Your Dog Has Pandemic Anxiety, Too

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Getty

Feeling isolated, anxious, or depressed since the pandemic hit? Struggling to cope with uncertainty? Homebound with your entire family and going berserk from too much chaos and no privacy?

If you’ve felt any of these things in the past six months, experts say you might be a dog. Indeed, dogs are feeling the emotional impacts of coronavirus just like their owners are, and it may be changing the way they act.

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For example, research published in The Journal of Pediatrics in June found that more children were visiting the ER as a result of dog bites since stay-at-home orders went into effect in March. The data out of Children’s Hospital Colorado showed that the rate of hospitalizations for dog bites shot upward when lockdowns went into effect and remained abnormally high even as these orders began to relax over time.

Cinnamon Dixon, associate professor of pediatrics at University of Colorado and an attending pediatrician at Children’s Hospital Colorado, said that while the researchers didn’t have national data from this period, she doubted the findings would prove unique to Colorado. According to 2019 data shared by the United States Postal Service during their annual “Dog Bite Awareness Week” in June, the state doesn’t usually rank among even the top ten “dog bite states.”

People, Do Not Take Your Dog’s Coronavirus Vaccine

“The rate of dog bites increases in the summer, and increased dog bites happen when children have increased exposure to dogs,” Dixon, whose research focus is animal-human interaction and, specifically, dog bite prevention, told The Daily Beast. But she said it is notable—and in fact, “startling,”—that the measured increase was nearly three-fold, jumping from 4.7 for every 1,000 visits last April to 12 per 1,000 this year at the same time.

“It’s multifactorial,” Dixon said, but she believes some of those factors involve dogs’ heightened stress right now—and central to that, the emotional link between dogs and their owners.

The Secret Life of Pets

Dr. Stephanie Borns-Weil, an animal behaviorist and veterinarian at Tufts University, said that to understand dogs’ behavioral changes, one must first understand that, like humans, they have lots of feelings.

“New research shows dogs and cats do have a rich emotional life,”  Borns-Weil told the Daily Beast. “They feel fear. They can be impulsive and reactive. They can be angry,” she said. “There’s still a lot of disagreement about whether they feel so-called secondary emotions like jealousy, but the primacy emotions like anxiety, certainly.”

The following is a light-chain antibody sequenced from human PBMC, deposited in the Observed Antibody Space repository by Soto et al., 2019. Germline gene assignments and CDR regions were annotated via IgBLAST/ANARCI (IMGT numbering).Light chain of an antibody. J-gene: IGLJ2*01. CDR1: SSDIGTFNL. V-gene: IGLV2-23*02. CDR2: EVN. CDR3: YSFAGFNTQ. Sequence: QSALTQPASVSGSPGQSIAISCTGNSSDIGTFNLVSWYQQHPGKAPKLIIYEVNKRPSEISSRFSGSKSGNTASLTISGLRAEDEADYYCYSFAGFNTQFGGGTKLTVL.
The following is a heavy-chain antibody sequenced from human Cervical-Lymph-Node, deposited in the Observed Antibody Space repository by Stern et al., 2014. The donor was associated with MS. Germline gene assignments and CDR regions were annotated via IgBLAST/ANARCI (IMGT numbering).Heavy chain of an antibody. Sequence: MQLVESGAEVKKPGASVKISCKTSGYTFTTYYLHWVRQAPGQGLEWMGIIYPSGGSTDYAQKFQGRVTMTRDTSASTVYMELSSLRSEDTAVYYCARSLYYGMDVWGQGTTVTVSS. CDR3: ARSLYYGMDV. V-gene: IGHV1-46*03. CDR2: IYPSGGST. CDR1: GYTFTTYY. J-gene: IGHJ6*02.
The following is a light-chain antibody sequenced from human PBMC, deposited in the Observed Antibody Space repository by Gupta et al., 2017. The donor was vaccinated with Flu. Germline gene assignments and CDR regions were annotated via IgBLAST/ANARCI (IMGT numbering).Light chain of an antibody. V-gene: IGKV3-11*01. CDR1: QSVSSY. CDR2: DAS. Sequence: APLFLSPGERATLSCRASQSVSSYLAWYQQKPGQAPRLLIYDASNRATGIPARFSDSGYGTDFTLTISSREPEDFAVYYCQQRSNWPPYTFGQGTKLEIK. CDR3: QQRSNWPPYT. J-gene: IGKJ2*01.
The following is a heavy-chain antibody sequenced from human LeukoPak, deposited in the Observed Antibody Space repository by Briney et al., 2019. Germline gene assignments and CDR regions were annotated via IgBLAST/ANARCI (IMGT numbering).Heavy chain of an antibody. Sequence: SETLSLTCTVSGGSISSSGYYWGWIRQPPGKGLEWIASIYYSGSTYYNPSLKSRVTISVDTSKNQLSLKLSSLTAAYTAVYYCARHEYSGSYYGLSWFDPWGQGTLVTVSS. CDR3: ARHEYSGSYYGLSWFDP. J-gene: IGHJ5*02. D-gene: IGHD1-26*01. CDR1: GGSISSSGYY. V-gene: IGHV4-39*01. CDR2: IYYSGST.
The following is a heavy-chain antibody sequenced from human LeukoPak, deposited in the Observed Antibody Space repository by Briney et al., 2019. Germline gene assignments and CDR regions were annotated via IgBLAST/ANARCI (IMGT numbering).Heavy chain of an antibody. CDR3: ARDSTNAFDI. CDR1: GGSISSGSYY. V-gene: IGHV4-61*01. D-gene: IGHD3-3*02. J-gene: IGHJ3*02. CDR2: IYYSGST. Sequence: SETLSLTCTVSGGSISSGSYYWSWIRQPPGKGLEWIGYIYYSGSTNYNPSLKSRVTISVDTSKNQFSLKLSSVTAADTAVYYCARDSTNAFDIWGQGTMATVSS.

And as humans know, nearly half a year into a pandemic, it is a very anxious time.

Last year, a new study found that emotions could be transferable between dogs and their owners, and that this phenomenon of positive or negative “emotional contagion” grows more intense the longer a relationship lasts. Other recent research found that humans and their dogs tend to sync their long-term stress levels, as determined by measuring the cortisol concentrations in the hair of study participants from a cohort of human-and-canine pairs. 

Beyond what we consider human emotions, dogs experience their own versions of mental illness, too, from OCD to PTSD. There are, of course, even pet psychiatrists to treat them, and while this niche industry has been slow on the telehealth uptake, some practitioners are providing visits outside the home to accommodate social distancing.

Dog Tired

“When you think about what it’s like to be a dog, they don’t really know what’s expected of them in the human world,” Borns-Weil said. “They get a routine, and their ability to function in the human world depends on knowing what that routine is. It’s quite a huge change for dogs—and for cats—having their schedules disrupted.” 

This stress can manifest in more subtle ways than a pediatric medical emergency: Borns-Weil is seeing “a whole range of behavioral issues” among the canine patients at her veterinary practice, from increased territorial barking to doggy depression.

“There are some dogs and cats that really need downtime,” she said. “Nobody’s really thinking about whether the dog—who’s used to just having this time to themselves for resting—is really in the mood to play with the ball, or go for a five-mile walk, or get petted, much less get jumped on by toddlers who are usually at daycare.”

She added that most dogs are not used to being “on call” 24/7, and this could lead to their becoming anxious, irritable, even depressed. On the flipside of the coin, she said there are just as many humans now struggling with their pets thinking their owners are ready to play all the time. “So,” she said, “what we get is a situation where both ends of the spectrum, the animals or the people are suffering from a lack of boundaries.” 

Borns-Weil said that much of how dogs feel is expressed in their behavior. They are social animals, she said, so if humans pay attention, they’ll see dogs are actually quite good at expressing their emotions. 

To mitigate the risk of dog bites—or to simply help boost a dog’s mental health and help them cope—she recommends finding ways to make sure a dog has access to periods of quiet and privacy, and a consistent schedule when it comes to quiet time versus walks versus play. 

Ultimately, she said, as with our human partners, if it doesn’t strain relationships, this trying time may actually help take human-pup relationships to the next level.

“We are spending more time around them, we are becoming a lot more dependent on them, but we also have an opportunity to understand their worlds better.”

Read more at The Daily Beast.

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